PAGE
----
Join Dave & Molly and a panel of creatives as they work along with audience chat to write and finalize a short sketch during the show’s two-hour run time. Between episodes, the sketch will be recorded and presented to the audience the next week! Tune into INT. Writer’s Room every Monday at 4PM on G&S Live!
While improvisation offers a wide range of stories based on a few prompts, there are still rules that are set before everyone begins. We’ve talked about a few of the common ones, but we also can see their influence on tabletop role-playing games over the past few decades. Good Dungeon Masters need to know how to improvise. Any game that provides tips on how to keep the game moving when the plot spirals away from an expected direction is a good one to have in the library.
In the series of games inspired by Vincent Baker’s Apocalypse World, these rules of inspiration are known as agendas. The best Powered By the Apocalypse games, as they are known, stand as excellent guides to the genre of game they represent, but there are a few agendas that are common to all the games. These agendas are useful in any game to keep inform the Dungeon Master of their next move.
Be a fan of your player characters
The role of the DM is tough because it has to balance out opportunities for the characters to shine with challenges that will cause issues if they fail. It can be useful to look at the players as if they were the characters of a favorite TV show. Dungeon masters ultimately want their characters to live, thrive and survive. If everyone dies broken and penniless, the chances for everyone coming back to the game next week are pretty low. But players also want that feeling of watching their favorite show and wondering how the good guys are going to get out of this week’s jam.
Address players by their character names
One of the common challenges a Dungeon Master must deal with is focus. It’s hard to stay in character and engaged with the plot for a long session. Some tables have strict rules about phone and other distractions. A simple way to get a player back in the game is to ask them a question using their character’s name. Whether the player prefers to answer in first person or third person, directing the question at their character gets them to think like the character, even if only for a moment.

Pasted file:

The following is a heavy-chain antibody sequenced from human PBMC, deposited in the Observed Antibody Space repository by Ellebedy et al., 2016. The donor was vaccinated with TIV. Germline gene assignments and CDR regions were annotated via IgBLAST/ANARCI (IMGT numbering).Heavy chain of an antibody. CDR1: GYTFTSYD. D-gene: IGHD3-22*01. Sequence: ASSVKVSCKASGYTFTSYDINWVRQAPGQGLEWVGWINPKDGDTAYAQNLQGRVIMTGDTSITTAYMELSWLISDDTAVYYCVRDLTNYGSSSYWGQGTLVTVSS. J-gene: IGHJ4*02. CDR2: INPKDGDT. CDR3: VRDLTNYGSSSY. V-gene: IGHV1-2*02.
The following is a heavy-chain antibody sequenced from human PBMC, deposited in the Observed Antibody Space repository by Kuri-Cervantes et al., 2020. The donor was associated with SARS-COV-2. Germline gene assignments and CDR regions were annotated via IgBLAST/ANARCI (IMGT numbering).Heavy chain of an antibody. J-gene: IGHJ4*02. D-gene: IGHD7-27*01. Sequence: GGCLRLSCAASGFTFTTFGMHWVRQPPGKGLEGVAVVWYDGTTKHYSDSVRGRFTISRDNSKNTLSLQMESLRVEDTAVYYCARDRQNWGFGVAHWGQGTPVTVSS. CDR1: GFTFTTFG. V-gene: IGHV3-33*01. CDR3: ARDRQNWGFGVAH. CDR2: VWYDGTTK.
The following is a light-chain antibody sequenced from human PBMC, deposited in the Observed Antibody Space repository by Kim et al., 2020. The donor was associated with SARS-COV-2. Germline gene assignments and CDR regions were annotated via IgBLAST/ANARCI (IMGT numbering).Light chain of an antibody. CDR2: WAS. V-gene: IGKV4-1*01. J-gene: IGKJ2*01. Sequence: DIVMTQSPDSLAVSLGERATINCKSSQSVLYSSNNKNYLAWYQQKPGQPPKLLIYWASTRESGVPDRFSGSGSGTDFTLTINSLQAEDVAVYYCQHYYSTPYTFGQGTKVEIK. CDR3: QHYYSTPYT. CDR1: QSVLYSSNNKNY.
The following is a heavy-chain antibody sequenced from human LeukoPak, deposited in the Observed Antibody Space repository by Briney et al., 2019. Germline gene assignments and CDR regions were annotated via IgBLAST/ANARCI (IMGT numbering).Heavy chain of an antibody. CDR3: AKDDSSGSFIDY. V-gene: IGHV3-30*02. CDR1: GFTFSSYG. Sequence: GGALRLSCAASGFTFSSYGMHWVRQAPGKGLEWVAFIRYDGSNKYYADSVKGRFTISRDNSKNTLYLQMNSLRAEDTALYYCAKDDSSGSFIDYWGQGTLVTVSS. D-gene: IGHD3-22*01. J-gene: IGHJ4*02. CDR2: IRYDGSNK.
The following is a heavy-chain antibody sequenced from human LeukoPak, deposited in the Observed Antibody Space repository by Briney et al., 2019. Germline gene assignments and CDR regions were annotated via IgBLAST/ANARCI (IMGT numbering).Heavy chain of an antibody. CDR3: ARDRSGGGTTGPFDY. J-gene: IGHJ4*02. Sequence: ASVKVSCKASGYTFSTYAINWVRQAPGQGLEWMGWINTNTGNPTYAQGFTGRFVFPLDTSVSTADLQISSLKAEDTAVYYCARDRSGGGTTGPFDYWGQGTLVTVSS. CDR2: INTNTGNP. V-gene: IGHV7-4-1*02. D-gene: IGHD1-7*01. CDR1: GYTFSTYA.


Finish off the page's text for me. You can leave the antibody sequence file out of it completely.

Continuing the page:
Ask provocative questions and build on the answers
Dungeon Masters are the eyes and ears of the players as they explore a fantasy world. But sometimes, letting players take the wheel can offer up a stronger connection to the story. If the players walk into a dingy tavern, asking the rogue “Who here doesn’t like you?” not only gives them narrative control but lets them build a ready rival that can come back later in the game. These questions can be situational or they can be ones based on the choices made. Asking why a paladin chose their weapon during character creation can turn it from just a weapon that does damage to the lost blade of their father seeking to strike out the heart of the dragon that took their father’s life.
Declaim decision making
It’s very easy for Dungeon Masters to go in over prepared and have something decided for every move the players make. It’s also exhausting. It can be more rewarding to leave things up to fate. In the moment, letting the dice fall where they may sometimes be a better solution. Leaving whether or not the king aids the heroes up to a Charisma roll can make for a dramatic moment as the dice hit the table. These moments are best used when the story moves forward regardless of success or failure, just in interesting directions.
Watch and see how the crew on INT. Writer’s Room on Twitch uses these ideas to make their sketches work!
What is your favorite agenda? Let us know in the comments.
Feature Image Credits: Lumpley Games
Rob Wieland is an author, game designer and professional nerd. He writes about kaiju, Jedi, gangsters, elves, Vulcans and sometimes all of them at the same time. His blog is here, his Twitter is here and his meat body can be found in scenic Milwaukee, WI.